Interfacial Tension in Binary Polymer Blends and the Effects of Copolymers as Emulsifying Agents

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Abstract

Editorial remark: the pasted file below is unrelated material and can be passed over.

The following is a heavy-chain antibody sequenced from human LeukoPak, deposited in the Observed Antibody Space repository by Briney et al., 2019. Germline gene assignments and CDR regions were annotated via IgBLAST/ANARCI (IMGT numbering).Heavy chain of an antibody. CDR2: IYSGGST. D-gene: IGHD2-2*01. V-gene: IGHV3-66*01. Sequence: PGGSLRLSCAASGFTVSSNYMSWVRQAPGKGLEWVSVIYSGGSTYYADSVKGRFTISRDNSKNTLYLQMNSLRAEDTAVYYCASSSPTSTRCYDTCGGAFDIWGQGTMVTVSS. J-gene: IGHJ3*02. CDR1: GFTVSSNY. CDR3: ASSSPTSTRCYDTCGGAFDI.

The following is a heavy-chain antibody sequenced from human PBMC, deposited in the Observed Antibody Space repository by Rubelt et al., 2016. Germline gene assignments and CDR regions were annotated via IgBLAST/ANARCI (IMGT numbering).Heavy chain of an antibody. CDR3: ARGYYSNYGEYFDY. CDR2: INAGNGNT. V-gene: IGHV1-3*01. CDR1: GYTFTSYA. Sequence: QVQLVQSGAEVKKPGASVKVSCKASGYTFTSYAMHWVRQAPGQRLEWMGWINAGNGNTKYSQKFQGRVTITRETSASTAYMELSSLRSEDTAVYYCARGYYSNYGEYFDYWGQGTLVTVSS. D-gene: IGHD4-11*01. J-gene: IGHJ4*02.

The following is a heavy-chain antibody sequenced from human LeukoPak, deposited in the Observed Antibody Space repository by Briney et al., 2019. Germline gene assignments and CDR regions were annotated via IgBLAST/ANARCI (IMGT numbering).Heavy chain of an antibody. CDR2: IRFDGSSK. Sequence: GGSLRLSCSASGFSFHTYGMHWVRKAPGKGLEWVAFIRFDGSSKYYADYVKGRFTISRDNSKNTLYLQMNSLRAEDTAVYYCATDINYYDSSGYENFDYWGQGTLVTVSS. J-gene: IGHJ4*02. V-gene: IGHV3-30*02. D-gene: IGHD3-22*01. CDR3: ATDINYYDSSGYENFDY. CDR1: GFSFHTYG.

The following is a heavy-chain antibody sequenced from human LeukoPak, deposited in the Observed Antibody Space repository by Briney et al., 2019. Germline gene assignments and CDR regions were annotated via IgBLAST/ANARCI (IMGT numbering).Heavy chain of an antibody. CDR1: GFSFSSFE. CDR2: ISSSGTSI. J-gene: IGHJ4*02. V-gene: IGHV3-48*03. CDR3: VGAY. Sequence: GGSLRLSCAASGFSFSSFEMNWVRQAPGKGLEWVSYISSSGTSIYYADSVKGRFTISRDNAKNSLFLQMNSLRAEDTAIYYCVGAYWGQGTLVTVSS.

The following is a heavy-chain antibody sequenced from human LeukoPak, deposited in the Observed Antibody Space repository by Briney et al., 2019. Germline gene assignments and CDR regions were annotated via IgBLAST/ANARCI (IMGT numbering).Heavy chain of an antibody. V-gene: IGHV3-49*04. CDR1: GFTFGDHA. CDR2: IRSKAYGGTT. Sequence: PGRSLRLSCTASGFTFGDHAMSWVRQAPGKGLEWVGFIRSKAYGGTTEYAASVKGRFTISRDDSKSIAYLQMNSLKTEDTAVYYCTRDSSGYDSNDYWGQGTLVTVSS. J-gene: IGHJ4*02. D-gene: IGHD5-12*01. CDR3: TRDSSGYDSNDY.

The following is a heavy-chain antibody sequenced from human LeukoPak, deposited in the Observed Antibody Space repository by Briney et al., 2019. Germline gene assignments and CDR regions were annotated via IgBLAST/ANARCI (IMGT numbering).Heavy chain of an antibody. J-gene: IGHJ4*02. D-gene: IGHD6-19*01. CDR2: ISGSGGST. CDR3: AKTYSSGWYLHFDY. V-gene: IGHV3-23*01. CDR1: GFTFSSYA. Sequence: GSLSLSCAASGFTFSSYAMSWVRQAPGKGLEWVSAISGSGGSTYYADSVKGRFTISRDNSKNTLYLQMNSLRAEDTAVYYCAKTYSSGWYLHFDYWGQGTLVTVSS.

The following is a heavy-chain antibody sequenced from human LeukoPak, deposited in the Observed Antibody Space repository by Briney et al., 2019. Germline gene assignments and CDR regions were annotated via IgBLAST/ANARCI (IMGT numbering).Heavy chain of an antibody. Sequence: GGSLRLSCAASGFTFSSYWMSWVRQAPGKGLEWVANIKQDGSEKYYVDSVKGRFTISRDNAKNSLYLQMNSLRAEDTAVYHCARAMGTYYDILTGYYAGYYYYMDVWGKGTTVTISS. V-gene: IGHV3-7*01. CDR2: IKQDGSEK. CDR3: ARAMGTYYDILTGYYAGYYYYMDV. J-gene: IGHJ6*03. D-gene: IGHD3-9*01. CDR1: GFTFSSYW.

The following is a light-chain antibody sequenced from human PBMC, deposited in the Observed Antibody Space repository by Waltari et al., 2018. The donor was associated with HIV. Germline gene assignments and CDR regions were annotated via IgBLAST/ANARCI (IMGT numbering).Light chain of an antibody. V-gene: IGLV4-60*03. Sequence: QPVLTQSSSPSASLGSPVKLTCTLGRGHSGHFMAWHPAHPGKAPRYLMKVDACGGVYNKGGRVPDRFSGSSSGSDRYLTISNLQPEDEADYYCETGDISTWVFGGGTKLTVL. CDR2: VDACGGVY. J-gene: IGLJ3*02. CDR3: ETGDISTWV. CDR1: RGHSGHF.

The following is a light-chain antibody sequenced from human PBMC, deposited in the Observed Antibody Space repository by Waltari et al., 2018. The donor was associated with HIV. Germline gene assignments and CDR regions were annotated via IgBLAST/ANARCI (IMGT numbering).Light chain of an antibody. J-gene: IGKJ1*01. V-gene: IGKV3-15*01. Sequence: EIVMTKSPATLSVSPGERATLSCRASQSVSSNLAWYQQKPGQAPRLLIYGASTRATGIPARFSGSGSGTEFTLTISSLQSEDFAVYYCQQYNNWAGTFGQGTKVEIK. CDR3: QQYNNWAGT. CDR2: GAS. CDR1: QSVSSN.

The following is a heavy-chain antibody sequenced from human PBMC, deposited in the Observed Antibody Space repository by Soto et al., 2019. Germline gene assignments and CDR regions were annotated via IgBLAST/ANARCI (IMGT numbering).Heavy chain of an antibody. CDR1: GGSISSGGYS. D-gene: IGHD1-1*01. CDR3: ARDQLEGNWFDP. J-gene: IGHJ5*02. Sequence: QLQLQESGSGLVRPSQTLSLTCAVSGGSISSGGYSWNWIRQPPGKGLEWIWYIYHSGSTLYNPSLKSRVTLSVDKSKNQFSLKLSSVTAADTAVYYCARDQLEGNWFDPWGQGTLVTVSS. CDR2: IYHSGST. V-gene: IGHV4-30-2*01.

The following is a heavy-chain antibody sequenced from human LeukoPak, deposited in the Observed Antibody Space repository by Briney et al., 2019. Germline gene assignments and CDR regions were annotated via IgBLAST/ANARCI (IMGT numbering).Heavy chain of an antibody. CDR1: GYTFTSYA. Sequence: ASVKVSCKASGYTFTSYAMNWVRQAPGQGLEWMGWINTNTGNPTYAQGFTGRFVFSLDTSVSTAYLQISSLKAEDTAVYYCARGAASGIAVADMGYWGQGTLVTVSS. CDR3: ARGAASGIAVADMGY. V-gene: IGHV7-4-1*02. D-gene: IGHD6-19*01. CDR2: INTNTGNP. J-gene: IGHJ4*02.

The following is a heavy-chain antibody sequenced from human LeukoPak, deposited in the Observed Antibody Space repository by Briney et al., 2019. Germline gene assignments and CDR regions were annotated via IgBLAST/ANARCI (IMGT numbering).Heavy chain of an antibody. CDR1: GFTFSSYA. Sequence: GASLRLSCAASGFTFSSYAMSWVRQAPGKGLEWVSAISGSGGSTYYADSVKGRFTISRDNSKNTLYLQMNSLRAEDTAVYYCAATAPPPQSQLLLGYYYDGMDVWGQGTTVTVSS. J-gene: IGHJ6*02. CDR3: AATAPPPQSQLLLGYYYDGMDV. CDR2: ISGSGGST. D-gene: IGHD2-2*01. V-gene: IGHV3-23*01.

The structure and the thermodynamic state of polymeric interfaces are important features in many materials of technological interest. This is especially true for multiconstituent systems such as blends of immiscible polymers, where the interface structure can affect greatly their morphology and, thus, their mechanical properties. In this article, we first present a review of the experimental and theoretical investigations of the interfacial tension in phase-separated homopolymer blends. We emphasize the effects of temperature and molecular weight on the behavior: interfacial tension γ decreases with increasing temperature (for polymer systems exhibiting upper critical solution temperature behavior) with a temperature coefficient of the order of 10–2 dyn/(cm °C), whereas it increases with increasing molecular weight. The increase follows a $\gamma = \gamma _\infty \left( {1 - k_{\operatorname{int} } M_{\text{n}}^{ - z} } \right)$ dependence (with z ≈ 1 for high molecular weights), where γ is the limiting interfacial tension at infinite molecular weight and M n the number average molecular weight. Suitably chosen block or graft copolymers are widely used in blends of immiscible polymers as compatibilizers for controlling the morphology (phase structure) and the interfacial adhesion between the phases. The compatabilitizing effect is due to their interfacial activity, i.e., to their affinity to selectively segregate to the interface between the phase-separated homopolymers, thus reducing the interfacial tension between the two macrophases. The experimental and theoretical works in this area are reviewed herein. The effects of concentration, molecular weight, composition, and macromolecular architecture of the copolymeric additives are discussed. An issue that can influence the efficient utilization of a copolymeric additive as an emulsifier is the possibility of micelle formation within the homopolymer matrices when the additive is mixed with one of the components. These micelles will compete with the interfacial region for copolymer chains. A second issue relates to the possible trapping of copolymer chains at the interface, which can lead to stationary states of partial equilibrium. The in-situ formation of copolymers by the interfacial reaction of functionalized homopolymers is also discussed.